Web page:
For many people, a chance to swim with sea turtles is a dream come true. There are seven species existing today that can be found swimming and diving to the depths below the seas. Sea turtles have been around for over 110 million years – since the time of the dinosaurs. You can swim with turtles on any continent (except Antarctica). So get your swimming costume on, swap sandals for a pair of flippers and get ready to paddle around with one of Earth’s most ancient creatures.
The beautiful snorkel site of Turtle Town on the island of Maui is located on the south coast of the island and is a sanctuary for the Hawaiian green sea turtle there you can take a spectacular photo of marine life using an underwater camera or your DSLR camera. The unique series of underwater lava formations developed long ago by the eruptions of submarine volcanoes is a stunning site. Green sea turtles can be found in abundance as they roam the coral reefs networking with a wide variety of colourful tropical marine life.
Barbados is home to the hawksbill and leatherback turtles. These curious creatures were once endangered by over-fishing but are now protected and monitored throughout the island. Fishermen work hard to look after these hard-shelled reptiles, feeding them and making sure their nests are safe from harm. Some fishermen even take on a beautician role, scraping barnacles off their backs. The best way to guarantee a sighting is by embarking on a boat ride or scuba dive.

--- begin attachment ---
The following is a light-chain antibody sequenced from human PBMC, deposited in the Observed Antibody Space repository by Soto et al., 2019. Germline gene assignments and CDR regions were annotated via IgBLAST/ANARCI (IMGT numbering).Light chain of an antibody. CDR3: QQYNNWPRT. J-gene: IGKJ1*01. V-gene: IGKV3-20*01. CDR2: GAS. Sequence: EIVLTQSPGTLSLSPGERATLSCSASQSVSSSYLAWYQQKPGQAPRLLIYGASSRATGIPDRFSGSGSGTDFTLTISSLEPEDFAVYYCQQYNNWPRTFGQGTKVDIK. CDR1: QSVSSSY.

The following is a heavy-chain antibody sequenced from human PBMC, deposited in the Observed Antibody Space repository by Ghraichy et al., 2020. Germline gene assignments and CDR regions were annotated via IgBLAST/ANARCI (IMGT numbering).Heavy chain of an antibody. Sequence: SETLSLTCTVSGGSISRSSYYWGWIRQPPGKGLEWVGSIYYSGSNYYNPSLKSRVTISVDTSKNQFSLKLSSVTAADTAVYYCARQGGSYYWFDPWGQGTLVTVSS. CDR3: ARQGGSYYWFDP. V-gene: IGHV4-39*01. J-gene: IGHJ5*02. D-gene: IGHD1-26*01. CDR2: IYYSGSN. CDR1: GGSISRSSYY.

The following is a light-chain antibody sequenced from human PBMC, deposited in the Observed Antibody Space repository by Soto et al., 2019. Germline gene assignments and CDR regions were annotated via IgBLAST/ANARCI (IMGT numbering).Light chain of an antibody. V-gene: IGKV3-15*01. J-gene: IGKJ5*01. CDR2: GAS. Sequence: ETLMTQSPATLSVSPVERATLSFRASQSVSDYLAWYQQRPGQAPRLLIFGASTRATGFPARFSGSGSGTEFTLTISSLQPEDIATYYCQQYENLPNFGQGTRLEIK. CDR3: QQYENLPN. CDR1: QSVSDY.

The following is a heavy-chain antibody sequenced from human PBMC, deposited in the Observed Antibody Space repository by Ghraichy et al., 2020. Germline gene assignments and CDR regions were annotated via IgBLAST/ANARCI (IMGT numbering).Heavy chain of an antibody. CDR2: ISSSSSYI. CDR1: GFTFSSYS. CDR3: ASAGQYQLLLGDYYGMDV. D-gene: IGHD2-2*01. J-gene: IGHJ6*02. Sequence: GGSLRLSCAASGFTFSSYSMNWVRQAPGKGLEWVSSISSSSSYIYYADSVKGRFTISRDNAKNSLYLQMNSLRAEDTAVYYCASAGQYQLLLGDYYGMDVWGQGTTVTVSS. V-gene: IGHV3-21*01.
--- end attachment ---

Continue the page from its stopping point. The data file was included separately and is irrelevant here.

At the Cook Island Marine Reserve, located on the Gold Coast in the south east of Queensland, visitors can see a variety of tropical fish species including clown fish, damsel fish, angel fish, the occasional manta rays and, of course, the resident green sea turtles. Cook Island Marine Reserve is a small protected island with an abundance of soft and hard coral gardens, making it a perfect sanctuary for marine life. Green sea turtles can be spotted all year round.
Akumal means ‘place of the turtles’ in the Mayan language, and this small beach town certainly lives up to its name. Located between Playa del Carmen and Tulum, the small town is considered a place that offers tropical therapy for the soul. During the months of May and October, green sea turtles lay their eggs in the sand, and once the babies have hatched they make their way to the sea. Snorkelers are likely to spot turtles casually grazing on the ocean floor or gliding up to the surface flapping their flippers, before diving down again.
Greece is the only country in Europe where the loggerhead turtles nest, and the island of Zante is considered the most important nesting area in the Mediterranean. The nearby national marine park aims to preserve the natural environment and allow the turtles to come back each year and nest in safety. If you visit Zante in the summer months, you may get the chance to see the loggerhead turtles swimming off Laganas Beach.